‘Your uncle, your uncle, what’s your uncle? I’ve seen a goose myself, when I was younger.’ The grannie who made so daring a statement was greeted with hoots of laughter.

‘Don’t you believe a word of it. What that old mother hasn’t seen in the world ---’ they laughed. They ignored her, turning to their Miss. ‘Have the feathers of all geese closed in a pillow properties for curing earache, or only this bagful of the Miss Sahib? Are they warm or cold in their effect, these geese creatures? Do you heat the pillow, and how do you lie on it? Does it blister you as a hot application, or is it good for boils on the neck? My husband has a pain in his enlarged liver. Should I try getting goose feathers for him?’

The children now were pulling Davida by the hand to get her to seat herself on the throne they had made for her, a bed on which they had spread a new blue and white hand-woven coverlet to do her honour. They knew exactly how to please her. One of the strange things about this delightful circus of theirs was that she was so fragile that you had to put her bed right at the edge of the shade which the trees made so that the good sun might not get at her back. She said it made her ill. She liked her feet to be in the sun, though she wore great thick shoes tied securely on. She was so rich that she had enough warm clothes to sit comfortably in the shade. She was rich enough to wear red or purple always, but she seemed to like common dark blue --- the indigo colour any poor sweeper servant might be wearing. She had more garments, even, under that foreign dress of hers --- but really nice children, she said, didn’t go peeking up under her skirts to count them.

As soon as she was seated, the game was to see who could sit closest to her. The tiny things huddled about her feet as thick as ever they could. And among them an old woman pushed her way in and they gave her a place because she had skill in massaging. So all the hour that Davida sat talking, the old thing massaged her legs, silently, firmly, from her ankle to her knees. Begum sat beside Davida, and the medicinal pillow had been pushed somewhat into retirement behind her. But moment by moment women were coming in, and each one was being told the history of the pillow.

They were mostly dark and squint-eyed and slow of understanding. Two-thirds of them were nursing babies. Each one had on a long loose grimy shirt­like garment, with a rag tied about her nudity for a skirt and another dull rag over her head for a veil, the second-hand disintegrating garments which they got as pay from the women whose houses they swept --- the cast-off garments of the very poor. They came wedging themselves into the cross-legged crowd on the clay floor until in the space between Davida’s bed and the courtyard wall there seemed not room enough left for a bird to alight.

They might greet their Miss cordially, but they didn’t deceive her. Their recent spree of hatred had left them ill-natured, tired of life, nauseated with themselves. They growled at each other about crowding too close. Davida could guess how it had all happened yesterday, and the day before. The women had got disputing about half a turnip, or a fuel cake of dried manure, and being tired and bored, had gone on and on, working themselves up hour by hour into a mad fury, standing each one in her courtyard, dancing up and down, hurling at the other the obscene reviling that had been accumulating in their vocabularies for a hundred generations, describing one another’s ancestors and begettings with such vividness that children had no child-mind left to them. Women in that village were not interested in the mention of possible exotic and alluring sins which so charm Western dilettanti. There was nothing left exotic to them. The whole familiar range of it had been anciently exhausted. And to have two women stand and throw this stale and stinking rehash of it promiscuously over the consciousness of the whole neighbourhood kindled their resentment. It was easy enough to see the odiousness of it when you weren’t doing it yourself. And they would all have taken angry part in trying in vain to stop it. The men would have come home from their work, and perhaps hauled the combatants inside some door and shut it. From which they would be sure to have emerged, as soon as the males departed, to go on, hour after hour, till they were too exhausted to stand longer. Then they would have taken a rest to gather strength for the next morning.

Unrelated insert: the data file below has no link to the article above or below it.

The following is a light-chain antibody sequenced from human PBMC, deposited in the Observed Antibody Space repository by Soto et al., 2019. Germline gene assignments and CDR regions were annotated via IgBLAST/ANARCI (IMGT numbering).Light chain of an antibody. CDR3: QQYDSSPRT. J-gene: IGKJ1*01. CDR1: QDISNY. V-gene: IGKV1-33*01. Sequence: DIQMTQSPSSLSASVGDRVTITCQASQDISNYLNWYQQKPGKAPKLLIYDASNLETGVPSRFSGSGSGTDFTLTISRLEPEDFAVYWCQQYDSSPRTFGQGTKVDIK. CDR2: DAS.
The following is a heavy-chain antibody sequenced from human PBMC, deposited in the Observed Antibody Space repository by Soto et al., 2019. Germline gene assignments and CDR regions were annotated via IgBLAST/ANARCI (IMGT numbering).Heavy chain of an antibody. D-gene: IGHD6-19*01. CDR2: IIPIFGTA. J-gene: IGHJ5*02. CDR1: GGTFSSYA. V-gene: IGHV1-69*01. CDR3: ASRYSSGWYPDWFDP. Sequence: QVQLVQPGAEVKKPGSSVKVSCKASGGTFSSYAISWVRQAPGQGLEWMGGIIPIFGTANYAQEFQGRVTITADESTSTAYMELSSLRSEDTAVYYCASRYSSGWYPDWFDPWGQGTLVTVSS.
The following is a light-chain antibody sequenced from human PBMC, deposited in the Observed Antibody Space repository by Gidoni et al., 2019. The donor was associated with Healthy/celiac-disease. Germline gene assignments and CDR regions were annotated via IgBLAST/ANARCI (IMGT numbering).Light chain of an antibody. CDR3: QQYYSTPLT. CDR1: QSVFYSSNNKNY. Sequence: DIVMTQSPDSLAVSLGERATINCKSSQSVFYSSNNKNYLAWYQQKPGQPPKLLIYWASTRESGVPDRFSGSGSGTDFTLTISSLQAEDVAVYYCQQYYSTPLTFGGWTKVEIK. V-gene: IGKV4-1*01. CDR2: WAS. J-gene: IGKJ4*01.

If the pastor had been at home in time, he would have settled them quickly, of course, and the abuse never could have attained its maximum speed and fury. He would have gone to them at the first shrieks that came over his wall. He would have walked into the crowd of women gathering about them, and stood silent, looking at one of them, mournfully, long, without a word, till finally, sighing, he would have said, ‘How good is silence.’ And then after another long pause, while they waited --- ‘Go into your house and close the door after you, sister.’ And when she had obeyed he would have turned to the other. They would have been forced to obey the pastor, with the whole community backing him.